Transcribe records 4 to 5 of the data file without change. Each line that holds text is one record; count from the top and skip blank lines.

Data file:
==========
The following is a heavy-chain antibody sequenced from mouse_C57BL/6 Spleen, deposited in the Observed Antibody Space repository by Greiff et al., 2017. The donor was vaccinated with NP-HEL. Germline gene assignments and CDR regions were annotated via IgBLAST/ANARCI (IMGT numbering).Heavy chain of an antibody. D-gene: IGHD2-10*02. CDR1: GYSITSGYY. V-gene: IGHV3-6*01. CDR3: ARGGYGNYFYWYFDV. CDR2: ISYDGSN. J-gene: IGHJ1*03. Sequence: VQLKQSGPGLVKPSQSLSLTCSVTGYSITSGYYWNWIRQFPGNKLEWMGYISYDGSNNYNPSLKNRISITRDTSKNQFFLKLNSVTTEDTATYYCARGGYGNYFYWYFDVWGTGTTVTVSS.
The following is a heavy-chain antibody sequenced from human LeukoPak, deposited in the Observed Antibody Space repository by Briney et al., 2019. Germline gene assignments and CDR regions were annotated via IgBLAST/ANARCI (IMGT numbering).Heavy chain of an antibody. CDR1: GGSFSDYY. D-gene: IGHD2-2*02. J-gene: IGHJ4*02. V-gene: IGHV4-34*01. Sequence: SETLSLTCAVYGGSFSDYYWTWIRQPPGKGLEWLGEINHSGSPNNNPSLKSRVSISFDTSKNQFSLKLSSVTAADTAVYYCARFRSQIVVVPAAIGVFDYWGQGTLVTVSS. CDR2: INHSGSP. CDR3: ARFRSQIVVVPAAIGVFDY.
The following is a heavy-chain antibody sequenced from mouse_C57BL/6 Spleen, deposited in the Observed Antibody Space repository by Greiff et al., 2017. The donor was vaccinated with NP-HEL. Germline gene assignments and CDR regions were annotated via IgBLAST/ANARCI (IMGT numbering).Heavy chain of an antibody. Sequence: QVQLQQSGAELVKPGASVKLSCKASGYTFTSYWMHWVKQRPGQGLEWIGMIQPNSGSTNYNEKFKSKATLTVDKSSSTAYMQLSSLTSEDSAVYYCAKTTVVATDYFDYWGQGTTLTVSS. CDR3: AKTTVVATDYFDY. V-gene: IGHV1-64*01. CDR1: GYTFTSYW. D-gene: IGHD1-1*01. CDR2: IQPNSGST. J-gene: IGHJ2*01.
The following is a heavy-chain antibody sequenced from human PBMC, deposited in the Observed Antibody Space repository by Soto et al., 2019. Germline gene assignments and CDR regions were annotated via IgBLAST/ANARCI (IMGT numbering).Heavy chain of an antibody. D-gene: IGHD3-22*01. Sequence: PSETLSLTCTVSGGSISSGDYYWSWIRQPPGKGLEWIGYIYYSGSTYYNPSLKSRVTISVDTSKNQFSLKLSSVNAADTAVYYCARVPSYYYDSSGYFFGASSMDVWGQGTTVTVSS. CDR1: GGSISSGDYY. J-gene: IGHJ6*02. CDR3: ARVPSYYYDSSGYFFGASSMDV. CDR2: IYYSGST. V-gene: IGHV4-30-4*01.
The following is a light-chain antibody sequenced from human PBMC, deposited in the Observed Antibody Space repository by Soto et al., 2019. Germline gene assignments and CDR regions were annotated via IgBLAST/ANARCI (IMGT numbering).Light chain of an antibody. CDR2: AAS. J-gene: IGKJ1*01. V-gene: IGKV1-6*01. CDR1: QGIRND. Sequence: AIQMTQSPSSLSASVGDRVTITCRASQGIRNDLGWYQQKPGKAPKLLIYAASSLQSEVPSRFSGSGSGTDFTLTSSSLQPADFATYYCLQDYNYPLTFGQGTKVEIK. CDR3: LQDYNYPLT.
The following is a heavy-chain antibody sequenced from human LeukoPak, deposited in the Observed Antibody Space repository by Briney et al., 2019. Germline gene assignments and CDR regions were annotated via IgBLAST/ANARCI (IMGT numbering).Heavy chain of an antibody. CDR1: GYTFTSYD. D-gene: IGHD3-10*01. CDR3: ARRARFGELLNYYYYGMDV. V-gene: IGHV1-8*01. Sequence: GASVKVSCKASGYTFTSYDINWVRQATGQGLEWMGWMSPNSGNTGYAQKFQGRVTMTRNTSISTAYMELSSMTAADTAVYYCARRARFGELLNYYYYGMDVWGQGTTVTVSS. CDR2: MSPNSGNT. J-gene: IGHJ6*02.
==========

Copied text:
The following is a heavy-chain antibody sequenced from human PBMC, deposited in the Observed Antibody Space repository by Soto et al., 2019. Germline gene assignments and CDR regions were annotated via IgBLAST/ANARCI (IMGT numbering).Heavy chain of an antibody. D-gene: IGHD3-22*01. Sequence: PSETLSLTCTVSGGSISSGDYYWSWIRQPPGKGLEWIGYIYYSGSTYYNPSLKSRVTISVDTSKNQFSLKLSSVNAADTAVYYCARVPSYYYDSSGYFFGASSMDVWGQGTTVTVSS. CDR1: GGSISSGDYY. J-gene: IGHJ6*02. CDR3: ARVPSYYYDSSGYFFGASSMDV. CDR2: IYYSGST. V-gene: IGHV4-30-4*01.
The following is a light-chain antibody sequenced from human PBMC, deposited in the Observed Antibody Space repository by Soto et al., 2019. Germline gene assignments and CDR regions were annotated via IgBLAST/ANARCI (IMGT numbering).Light chain of an antibody. CDR2: AAS. J-gene: IGKJ1*01. V-gene: IGKV1-6*01. CDR1: QGIRND. Sequence: AIQMTQSPSSLSASVGDRVTITCRASQGIRNDLGWYQQKPGKAPKLLIYAASSLQSEVPSRFSGSGSGTDFTLTSSSLQPADFATYYCLQDYNYPLTFGQGTKVEIK. CDR3: LQDYNYPLT.